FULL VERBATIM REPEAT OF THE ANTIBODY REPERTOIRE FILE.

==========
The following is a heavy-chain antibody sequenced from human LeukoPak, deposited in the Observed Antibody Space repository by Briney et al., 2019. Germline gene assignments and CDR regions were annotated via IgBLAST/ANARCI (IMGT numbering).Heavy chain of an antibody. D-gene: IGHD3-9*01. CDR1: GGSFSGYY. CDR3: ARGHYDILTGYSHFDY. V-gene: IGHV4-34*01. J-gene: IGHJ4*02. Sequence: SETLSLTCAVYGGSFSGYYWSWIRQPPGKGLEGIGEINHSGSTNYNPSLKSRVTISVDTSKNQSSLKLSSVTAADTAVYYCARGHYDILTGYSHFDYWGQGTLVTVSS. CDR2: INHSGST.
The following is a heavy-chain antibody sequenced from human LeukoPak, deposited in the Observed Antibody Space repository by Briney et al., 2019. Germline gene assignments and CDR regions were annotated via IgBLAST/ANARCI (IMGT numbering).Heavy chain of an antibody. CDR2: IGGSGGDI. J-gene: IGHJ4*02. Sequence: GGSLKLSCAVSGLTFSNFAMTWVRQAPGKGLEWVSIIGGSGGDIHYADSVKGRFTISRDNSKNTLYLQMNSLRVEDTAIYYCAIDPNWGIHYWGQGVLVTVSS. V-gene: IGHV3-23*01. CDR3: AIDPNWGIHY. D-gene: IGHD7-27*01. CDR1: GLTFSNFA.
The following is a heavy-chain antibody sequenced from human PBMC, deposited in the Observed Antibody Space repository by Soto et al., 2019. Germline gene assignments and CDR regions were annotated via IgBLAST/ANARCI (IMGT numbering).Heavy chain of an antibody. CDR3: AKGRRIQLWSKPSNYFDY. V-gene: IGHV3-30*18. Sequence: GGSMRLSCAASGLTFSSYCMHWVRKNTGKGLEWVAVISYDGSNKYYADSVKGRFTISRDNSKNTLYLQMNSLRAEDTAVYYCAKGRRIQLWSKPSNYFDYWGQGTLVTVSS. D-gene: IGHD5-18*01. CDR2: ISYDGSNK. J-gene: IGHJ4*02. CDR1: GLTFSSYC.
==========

The following is a heavy-chain antibody sequenced from human LeukoPak, deposited in the Observed Antibody Space repository by Briney et al., 2019. Germline gene assignments and CDR regions were annotated via IgBLAST/ANARCI (IMGT numbering).Heavy chain of an antibody. D-gene: IGHD3-9*01. CDR1: GGSFSGYY. CDR3: ARGHYDILTGYSHFDY. V-gene: IGHV4-34*01. J-gene: IGHJ4*02. Sequence: SETLSLTCAVYGGSFSGYYWSWIRQPPGKGLEGIGEINHSGSTNYNPSLKSRVTISVDTSKNQSSLKLSSVTAADTAVYYCARGHYDILTGYSHFDYWGQGTLVTVSS. CDR2: INHSGST.
The following is a heavy-chain antibody sequenced from human LeukoPak, deposited in the Observed Antibody Space repository by Briney et al., 2019. Germline gene assignments and CDR regions were annotated via IgBLAST/ANARCI (IMGT numbering).Heavy chain of an antibody. CDR2: IGGSGGDI. J-gene: IGHJ4*02. Sequence: GGSLKLSCAVSGLTFSNFAMTWVRQAPGKGLEWVSIIGGSGGDIHYADSVKGRFTISRDNSKNTLYLQMNSLRVEDTAIYYCAIDPNWGIHYWGQGVLVTVSS. V-gene: IGHV3-23*01. CDR3: AIDPNWGIHY. D-gene: IGHD7-27*01. CDR1: GLTFSNFA.
The following is a heavy-chain antibody sequenced from human PBMC, deposited in the Observed Antibody Space repository by Soto et al., 2019. Germline gene assignments and CDR regions were annotated via IgBLAST/ANARCI (IMGT numbering).Heavy chain of an antibody. CDR3: AKGRRIQLWSKPSNYFDY. V-gene: IGHV3-30*18. Sequence: GGSMRLSCAASGLTFSSYCMHWVRKNTGKGLEWVAVISYDGSNKYYADSVKGRFTISRDNSKNTLYLQMNSLRAEDTAVYYCAKGRRIQLWSKPSNYFDYWGQGTLVTVSS. D-gene: IGHD5-18*01. CDR2: ISYDGSNK. J-gene: IGHJ4*02. CDR1: GLTFSSYC.